Tuesday, October 17, 2006

Here Come the Bugs

As the closest thing we experience to an autumn chill tries uneasily to settle in over north Louisiana, we can realize in amazement that Our Little Hockey Team is still here, alive and crawfishin’. The Mudbugs apparently have stood the test of time and continue to amaze and amuse us. How can it be that minor league hockey has been a success in hunting and fishing country?
Can it be the team’s owner, a walking talking caricature who appears at games in a big, silly cowboy hat wearing a giant shiny belt buckle with his blue jeans? John Madden carries the same name as a famous football coach turned broadcaster, and seems to have a similar level of enthusiasm for his adopted game. His loves his Mudbugs and tirelessly promotes the team. When he bought the team from high-strung New Mexico chiropractor Michael Plaman, he kept key people in place and made a successful effort to establish affinity with his fan base. He also has run the team like the business it is, all the while perpetuating his own image as a good ol’ fella who wears his hat and goes mud-ridin’. It works, too. I’m certain he’s sincere in that way. The fans who like that sort of thing seem to identify with him while those who observe his sartorial shenanigans with skepticism easily can appreciate the show he offers when he makes his rounds through the stands during games. It’s not about spotlights and antics, but more about being highly visible and creating a sense of connectedness between the fans, the team and its owner.
Certainly, the fact that the team wins a lot of hockey games helps. They routinely make it into the Central Hockey league playoffs, and most recently have made it into the championship series twice. The fact that have been tantalizingly close to winning the championship only to fall agonizingly short seems to work in their favor. It’s almost like there is a script writer crafting cliffhangers. The fans keep coming back to find out what happens next.
The local hero has to be the Bugs’ fiery coach, Scott Muscutt. He has been with the team since its inception. He was one of the most recognizable players on the team before taking over as head coach. He met and married a local woman and is raising a family here. Madden was smart enough to know he’s got it good with his coach, and he has made no change there. Muscutt is easy to like, and the fans adore him not only because he wins but also because his passion for what he does shows through at every moment. He’s also developed into quite the public relations man, understanding how important it is to connect with the community and keep things clean and above board with the players he hires.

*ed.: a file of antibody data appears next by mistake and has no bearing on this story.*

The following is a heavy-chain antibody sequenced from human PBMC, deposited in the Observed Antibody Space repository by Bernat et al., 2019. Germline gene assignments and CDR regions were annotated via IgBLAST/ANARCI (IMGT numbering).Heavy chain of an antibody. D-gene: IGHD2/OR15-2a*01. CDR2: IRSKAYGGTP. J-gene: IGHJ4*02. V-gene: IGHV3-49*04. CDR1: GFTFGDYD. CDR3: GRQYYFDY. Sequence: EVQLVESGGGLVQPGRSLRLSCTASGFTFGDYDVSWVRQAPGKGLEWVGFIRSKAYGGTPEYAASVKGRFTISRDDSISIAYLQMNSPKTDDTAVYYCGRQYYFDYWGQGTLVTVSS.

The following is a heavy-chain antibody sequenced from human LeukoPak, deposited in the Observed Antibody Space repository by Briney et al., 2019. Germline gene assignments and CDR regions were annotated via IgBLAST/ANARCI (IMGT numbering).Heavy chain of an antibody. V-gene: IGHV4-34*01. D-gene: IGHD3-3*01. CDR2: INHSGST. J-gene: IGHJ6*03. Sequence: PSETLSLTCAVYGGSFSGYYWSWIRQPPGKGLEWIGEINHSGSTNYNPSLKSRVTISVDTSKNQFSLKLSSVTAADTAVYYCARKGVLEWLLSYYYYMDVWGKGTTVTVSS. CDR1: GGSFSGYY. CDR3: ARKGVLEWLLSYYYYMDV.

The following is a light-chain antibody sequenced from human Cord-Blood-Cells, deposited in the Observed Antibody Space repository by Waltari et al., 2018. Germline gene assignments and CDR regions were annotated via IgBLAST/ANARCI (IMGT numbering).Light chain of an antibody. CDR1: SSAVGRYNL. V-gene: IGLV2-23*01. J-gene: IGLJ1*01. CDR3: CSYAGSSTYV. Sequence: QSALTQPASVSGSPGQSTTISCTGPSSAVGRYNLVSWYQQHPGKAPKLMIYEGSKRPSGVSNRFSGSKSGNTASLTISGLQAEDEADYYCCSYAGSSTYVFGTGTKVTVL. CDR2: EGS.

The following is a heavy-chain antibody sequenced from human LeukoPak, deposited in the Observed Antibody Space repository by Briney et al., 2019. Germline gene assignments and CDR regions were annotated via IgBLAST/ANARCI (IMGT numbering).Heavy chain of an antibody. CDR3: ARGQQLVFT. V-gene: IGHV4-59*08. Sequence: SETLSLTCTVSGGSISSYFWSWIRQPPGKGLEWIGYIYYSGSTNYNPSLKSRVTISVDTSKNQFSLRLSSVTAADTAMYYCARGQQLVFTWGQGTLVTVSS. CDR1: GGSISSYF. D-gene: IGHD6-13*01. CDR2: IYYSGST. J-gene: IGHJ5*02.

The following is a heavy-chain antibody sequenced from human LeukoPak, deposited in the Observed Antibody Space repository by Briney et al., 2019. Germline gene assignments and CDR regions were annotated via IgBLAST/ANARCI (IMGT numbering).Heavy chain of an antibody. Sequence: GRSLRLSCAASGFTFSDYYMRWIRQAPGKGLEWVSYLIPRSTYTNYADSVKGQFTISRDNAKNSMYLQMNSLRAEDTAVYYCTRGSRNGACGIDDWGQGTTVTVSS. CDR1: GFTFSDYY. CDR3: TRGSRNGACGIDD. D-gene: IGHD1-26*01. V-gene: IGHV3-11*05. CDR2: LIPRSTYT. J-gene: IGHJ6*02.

During the off-season, the team experienced perhaps the most dramatic turnover in player personnel it has seen since it was formed. This year may be Muscutt’s biggest challenge so far and his toughest test as a coach and the face man for the franchise. History and experience tell us he is up to the challenge. If he can’t mold a consistent winner out of his current crew, the fan base may become disenchanted. However, there’s enough good faith built up by management and ownership that a rough patch on the ice should not be much of an obstacle.
The key to continued success is to maintain and grow interest. Shreveport-Bossier has a long history of developing complacency over time, and that may be one of Madden and Muscutt’s biggest fears: that the cities have begun to take the Bugs for granted. They’re still here and certainly they have earned our attention.

Sphere: Related Content

No comments: